The Internet With A Human Face - Beyond Tellerrand 2014 Conference Talk. Anyone who works with computers learns to fear their capacity to forget.
Like so many things with computers, memory is strictly binary. There is either perfect recall or total oblivion, with nothing in between. The Internet's Original Sin. It's not too late to ditch the ad-based business model we have and build the web we want.
Hendrik Goltzius' "The Fall of Man" (1616) (Wikimedia Commons) Ron Carlson’s short story “What We Wanted To Do,” takes the form of an apology from a villager who failed to protect his comrades from marauding Visigoths. It begins: Glenn Greenwald: from Martin Luther King to Anonymous, the state targets dissenters not just "bad guys" A prime justification for surveillance – that it's for the benefit of the population – relies on projecting a view of the world that divides citizens into categories of good people and bad people.
In that view, the authorities use their surveillance powers only against bad people, those who are "doing something wrong", and only they have anything to fear from the invasion of their privacy. This is an old tactic. In a 1969 Time magazine article about Americans' growing concerns over the US government's surveillance powers, Nixon's attorney general, John Mitchell, assured readers that "any citizen of the United States who is not involved in some illegal activity has nothing to fear whatsoever". The point was made again by a White House spokesman, responding to the 2005 controversy over Bush's illegal eavesdropping programme: "This is not about monitoring phone calls designed to arrange Little League practice or what to bring to a potluck dinner. NSA revelations: the 'middle ground' everyone should be talking about. As if there wasn't already enough NSA mass surveillance to worry about, last week we got a peek at the agency's arsenal of tools for exploiting the hardware and software of its targets.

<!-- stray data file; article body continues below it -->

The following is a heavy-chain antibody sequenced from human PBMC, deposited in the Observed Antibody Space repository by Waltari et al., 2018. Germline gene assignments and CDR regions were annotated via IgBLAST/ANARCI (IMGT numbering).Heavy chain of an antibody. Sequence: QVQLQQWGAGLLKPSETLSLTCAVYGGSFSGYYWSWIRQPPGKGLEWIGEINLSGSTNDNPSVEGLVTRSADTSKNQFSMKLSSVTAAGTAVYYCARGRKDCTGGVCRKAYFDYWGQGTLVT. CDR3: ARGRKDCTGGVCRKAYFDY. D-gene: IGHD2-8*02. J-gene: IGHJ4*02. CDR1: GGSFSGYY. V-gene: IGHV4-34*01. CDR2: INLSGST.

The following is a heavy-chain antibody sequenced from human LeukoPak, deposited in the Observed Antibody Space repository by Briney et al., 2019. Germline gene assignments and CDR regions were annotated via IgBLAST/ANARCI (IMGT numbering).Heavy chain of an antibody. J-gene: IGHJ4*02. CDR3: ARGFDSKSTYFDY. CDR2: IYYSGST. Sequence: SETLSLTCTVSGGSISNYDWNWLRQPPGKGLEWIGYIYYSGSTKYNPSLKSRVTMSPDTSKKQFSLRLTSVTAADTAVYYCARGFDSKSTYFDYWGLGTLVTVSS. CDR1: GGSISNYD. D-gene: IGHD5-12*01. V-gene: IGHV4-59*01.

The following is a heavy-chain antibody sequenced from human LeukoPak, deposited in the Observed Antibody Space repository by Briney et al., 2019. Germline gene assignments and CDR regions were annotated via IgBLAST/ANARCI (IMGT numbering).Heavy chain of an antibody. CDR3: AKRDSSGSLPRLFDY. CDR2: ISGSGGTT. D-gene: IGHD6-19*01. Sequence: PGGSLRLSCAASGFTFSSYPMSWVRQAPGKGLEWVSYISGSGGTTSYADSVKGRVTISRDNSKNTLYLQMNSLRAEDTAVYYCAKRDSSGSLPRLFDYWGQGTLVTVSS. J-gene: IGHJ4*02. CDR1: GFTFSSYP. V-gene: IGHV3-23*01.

They're best described as a veritable SpyMall catalog of sophisticated concealed gadgets and surreptitious software "implants", each sneakier than the last in its ability to compromise and extract private data from the computers and phones on which they're installed. If you still thought there was anywhere in the electronic world to hide after you're in their sights, this should be enough to disabuse you of that notion once and for all.